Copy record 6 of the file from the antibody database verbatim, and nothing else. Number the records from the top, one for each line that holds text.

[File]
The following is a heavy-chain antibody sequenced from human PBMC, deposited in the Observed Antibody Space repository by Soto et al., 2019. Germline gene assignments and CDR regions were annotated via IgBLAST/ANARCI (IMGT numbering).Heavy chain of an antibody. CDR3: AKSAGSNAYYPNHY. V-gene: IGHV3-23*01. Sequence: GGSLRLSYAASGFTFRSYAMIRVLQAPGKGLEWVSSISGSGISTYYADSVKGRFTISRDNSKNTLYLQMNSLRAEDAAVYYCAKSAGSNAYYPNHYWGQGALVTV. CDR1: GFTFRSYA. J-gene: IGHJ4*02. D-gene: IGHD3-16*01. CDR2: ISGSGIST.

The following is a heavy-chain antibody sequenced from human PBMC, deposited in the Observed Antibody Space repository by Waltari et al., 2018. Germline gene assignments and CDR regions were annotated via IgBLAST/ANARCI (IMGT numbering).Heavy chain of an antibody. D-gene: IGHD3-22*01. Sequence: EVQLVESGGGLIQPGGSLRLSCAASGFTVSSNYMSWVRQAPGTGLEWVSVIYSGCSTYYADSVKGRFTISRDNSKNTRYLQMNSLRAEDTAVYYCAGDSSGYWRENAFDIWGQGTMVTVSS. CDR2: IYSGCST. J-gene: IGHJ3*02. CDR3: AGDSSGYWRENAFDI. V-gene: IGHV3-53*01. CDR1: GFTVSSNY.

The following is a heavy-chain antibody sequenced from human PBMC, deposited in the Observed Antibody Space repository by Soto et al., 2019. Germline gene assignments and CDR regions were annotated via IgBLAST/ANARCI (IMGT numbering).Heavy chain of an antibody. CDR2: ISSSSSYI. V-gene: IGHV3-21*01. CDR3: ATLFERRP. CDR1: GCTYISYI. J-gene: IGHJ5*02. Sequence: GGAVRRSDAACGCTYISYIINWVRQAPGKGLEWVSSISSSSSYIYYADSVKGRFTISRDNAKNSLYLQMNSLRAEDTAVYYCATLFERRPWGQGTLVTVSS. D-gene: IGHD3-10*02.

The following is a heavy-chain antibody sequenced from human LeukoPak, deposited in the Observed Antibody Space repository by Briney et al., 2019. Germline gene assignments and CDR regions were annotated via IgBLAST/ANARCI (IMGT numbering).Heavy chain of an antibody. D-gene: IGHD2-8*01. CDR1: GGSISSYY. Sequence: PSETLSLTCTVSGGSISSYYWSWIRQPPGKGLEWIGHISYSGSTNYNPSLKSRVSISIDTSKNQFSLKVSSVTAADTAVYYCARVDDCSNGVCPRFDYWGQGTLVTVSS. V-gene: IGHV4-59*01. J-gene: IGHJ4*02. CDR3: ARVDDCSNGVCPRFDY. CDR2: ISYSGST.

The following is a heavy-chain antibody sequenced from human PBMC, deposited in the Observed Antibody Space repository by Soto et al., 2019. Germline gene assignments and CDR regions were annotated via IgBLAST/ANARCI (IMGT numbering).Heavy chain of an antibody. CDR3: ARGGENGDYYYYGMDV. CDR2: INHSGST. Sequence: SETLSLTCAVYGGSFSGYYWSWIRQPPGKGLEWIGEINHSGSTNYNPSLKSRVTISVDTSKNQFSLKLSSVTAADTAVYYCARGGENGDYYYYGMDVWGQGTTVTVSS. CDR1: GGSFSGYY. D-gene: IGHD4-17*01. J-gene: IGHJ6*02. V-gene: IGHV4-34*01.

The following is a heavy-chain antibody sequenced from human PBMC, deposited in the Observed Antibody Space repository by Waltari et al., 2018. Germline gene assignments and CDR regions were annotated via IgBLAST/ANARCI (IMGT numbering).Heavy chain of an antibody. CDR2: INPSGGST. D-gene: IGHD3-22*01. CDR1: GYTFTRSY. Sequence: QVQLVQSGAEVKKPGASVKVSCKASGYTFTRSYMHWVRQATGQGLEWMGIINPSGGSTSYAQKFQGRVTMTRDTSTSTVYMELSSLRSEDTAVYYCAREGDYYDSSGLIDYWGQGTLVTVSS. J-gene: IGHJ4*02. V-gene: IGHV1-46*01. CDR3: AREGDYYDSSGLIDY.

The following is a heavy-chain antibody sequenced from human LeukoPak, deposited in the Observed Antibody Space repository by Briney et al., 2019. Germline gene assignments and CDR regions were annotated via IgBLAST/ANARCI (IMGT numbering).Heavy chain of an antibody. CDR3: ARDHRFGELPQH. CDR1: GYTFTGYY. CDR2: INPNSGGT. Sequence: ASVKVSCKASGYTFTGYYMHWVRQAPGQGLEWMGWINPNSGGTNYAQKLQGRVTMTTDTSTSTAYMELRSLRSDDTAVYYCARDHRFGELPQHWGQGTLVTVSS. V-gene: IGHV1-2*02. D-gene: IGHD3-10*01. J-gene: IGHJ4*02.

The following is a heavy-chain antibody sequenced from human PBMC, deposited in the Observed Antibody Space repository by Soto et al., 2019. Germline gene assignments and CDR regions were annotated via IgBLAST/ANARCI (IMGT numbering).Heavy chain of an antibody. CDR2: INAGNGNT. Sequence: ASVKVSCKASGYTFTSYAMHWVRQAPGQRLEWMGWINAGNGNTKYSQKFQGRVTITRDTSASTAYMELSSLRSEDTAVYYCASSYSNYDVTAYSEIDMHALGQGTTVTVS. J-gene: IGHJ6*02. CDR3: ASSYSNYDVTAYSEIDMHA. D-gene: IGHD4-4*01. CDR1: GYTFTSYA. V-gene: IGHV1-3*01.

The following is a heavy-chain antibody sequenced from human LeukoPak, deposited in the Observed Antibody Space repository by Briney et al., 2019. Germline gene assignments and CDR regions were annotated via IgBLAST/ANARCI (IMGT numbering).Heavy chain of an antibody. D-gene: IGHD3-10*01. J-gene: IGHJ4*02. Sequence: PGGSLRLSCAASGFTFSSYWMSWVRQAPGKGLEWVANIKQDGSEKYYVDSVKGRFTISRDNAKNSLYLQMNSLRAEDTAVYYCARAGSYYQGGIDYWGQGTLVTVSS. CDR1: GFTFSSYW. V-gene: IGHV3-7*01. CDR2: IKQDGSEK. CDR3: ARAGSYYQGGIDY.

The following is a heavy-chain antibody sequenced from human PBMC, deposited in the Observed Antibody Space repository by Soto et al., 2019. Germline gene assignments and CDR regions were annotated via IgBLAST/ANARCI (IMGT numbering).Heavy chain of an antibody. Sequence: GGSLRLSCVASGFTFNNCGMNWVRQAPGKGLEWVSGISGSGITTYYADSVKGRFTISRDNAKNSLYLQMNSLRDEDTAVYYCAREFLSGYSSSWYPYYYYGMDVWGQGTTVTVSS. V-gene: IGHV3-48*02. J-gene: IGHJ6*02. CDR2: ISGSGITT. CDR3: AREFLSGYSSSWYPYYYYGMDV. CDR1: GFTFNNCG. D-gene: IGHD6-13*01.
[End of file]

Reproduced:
The following is a heavy-chain antibody sequenced from human PBMC, deposited in the Observed Antibody Space repository by Waltari et al., 2018. Germline gene assignments and CDR regions were annotated via IgBLAST/ANARCI (IMGT numbering).Heavy chain of an antibody. CDR2: INPSGGST. D-gene: IGHD3-22*01. CDR1: GYTFTRSY. Sequence: QVQLVQSGAEVKKPGASVKVSCKASGYTFTRSYMHWVRQATGQGLEWMGIINPSGGSTSYAQKFQGRVTMTRDTSTSTVYMELSSLRSEDTAVYYCAREGDYYDSSGLIDYWGQGTLVTVSS. J-gene: IGHJ4*02. V-gene: IGHV1-46*01. CDR3: AREGDYYDSSGLIDY.